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What is a Mummery?

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  • Written By: Mary McMahon
  • Edited By: Bronwyn Harris
  • Last Modified Date: 29 August 2016
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A mummery or mummer's play is a type of folk play. Many mummeries feature pantomime, with allegorical plots and characters drawn from folk belief and mythology. The practice of mumming is quite old, and mummeries can be seen in many parts of the world today, typically at historical revivals and on special occasions. Performing in a mummery requires no special skills, depending on the character one plays, and some people enjoy participating in this form of folk art as a way of celebrating their culture and heritage.

Historical evidence suggests that mumming emerged in England, probably during the Middle Ages, and spread from there to other regions of Europe. Early mummeries were performed exclusively in pantomime, and the mummers often wore masks and other disguises, explaining the term “guisers” to refer to performers in a mummery.

Mummers traveled from home to home putting on their performances on special occasions, and they also performed at fairs, in front of monarchs during various royal progresses, and in court. Some monarchs, including Henry VIII, even performed in mummeries themselves, enjoying the ability to disguise themselves for a night.

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In addition to featuring figures from folktales, mummeries often include themes of good and evil, with loyal knights bravely fighting against invaders and other representatives of evil. Many mummeries also have a whiff of the mystical, with a powerful sorcerer or doctor who has the ability to restore life to a slain hero. Classically, the theme of resurrection was very common in mummeries, and in many cases the resurrected character represented the monarch or nation, triumphing over evil and becoming stronger in the process.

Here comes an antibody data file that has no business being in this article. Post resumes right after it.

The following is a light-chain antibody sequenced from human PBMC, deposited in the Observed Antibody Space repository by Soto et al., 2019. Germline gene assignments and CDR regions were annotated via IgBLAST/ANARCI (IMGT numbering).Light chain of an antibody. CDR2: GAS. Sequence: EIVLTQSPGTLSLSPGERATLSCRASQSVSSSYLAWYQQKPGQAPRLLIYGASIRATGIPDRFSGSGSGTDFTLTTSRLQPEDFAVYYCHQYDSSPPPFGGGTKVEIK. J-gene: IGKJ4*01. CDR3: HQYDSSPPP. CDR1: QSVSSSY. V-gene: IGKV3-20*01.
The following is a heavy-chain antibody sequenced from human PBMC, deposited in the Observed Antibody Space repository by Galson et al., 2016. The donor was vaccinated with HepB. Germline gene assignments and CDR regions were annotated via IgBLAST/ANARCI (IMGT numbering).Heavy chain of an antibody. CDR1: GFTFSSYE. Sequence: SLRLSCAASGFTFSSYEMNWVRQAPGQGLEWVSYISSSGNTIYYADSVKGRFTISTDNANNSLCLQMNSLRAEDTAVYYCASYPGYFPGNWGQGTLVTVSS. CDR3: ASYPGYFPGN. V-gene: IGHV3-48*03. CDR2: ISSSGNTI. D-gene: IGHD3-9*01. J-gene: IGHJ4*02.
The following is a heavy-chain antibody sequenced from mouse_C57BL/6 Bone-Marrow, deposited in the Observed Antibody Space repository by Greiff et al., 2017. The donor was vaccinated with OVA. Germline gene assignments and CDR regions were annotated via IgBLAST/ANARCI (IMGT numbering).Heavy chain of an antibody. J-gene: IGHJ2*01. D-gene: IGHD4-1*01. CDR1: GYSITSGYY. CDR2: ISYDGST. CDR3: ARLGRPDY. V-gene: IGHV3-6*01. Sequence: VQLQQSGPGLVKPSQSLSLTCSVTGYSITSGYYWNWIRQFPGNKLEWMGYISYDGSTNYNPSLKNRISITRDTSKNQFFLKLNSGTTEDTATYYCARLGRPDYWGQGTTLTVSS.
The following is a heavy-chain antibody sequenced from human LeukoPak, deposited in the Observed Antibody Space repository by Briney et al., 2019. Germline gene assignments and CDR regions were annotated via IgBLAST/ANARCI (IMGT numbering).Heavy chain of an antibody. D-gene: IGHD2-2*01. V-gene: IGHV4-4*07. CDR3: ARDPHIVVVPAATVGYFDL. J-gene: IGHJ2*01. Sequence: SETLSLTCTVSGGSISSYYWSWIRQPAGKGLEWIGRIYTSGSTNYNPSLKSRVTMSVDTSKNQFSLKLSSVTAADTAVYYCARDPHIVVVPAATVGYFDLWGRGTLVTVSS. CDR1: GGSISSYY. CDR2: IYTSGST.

The story in a mummery is often exaggerated and heavily staged, and historically, mummeries often contained veiled political commentary. In an era with complex social codes, it would have been easy to embed commentary in seemingly innocuous fun, and mummeries were used to criticize regimes or to directly target specific rulers.

Today, mummers dress up in vintage costumes and they may wear masks or face paint, or go bare-faced. They perform in parades, and on special days they may revive the tradition of mumming in the streets, traveling from home to home. The mummery is especially alive and well in Britain, where is has been practiced for hundreds of years, and in some former colonies, this art form has also been preserved.

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SailorJerry
Post 3

I've heard that about Henry VIII, how he enjoyed dressing up and disguising himself. The thing is he was extremely tall for his era and stood a head above his men. He would dress up in costume and the ladies, including Queen Catherine (the wife of his youth; they were married for I think twenty years or so) would have to pretend not to recognize him even though he was the tallest.

The fat came later, but of course it was another clue for recognizing him! He was actually very fit as a young man, according to both how people described him at the time and the suits of armor he left behind. (It's funny to see pictures of them lined up and watch them expand!)

You know about kings having economic and political power, but you don't always think about people having to humor them in their weird little games like this!

summing
Post 2

I once saw a small traveling circus that was passing through Wichita Kansas. They were a European style circus. They did not have any animal acts, it was mostly acrobatics, theatrics and clowning.

But they also had a traditional mummery act. It was a story about a knight serving two different kings. It was kind of an over the top story but all the actors sold it and it became very watchable.

I have seen a lot of theater in my life but I've never quite seen a performance like that. They did so much with so little. A lot of it was juts the physicality of the actor's performances making you believe that something big was happening in the story.

anon139620
Post 1

Philadelphia, Pennsylvania carries on the tradition of mummery every New Years day with a very long parade. This parade features hundreds of participants and beautiful costumes.

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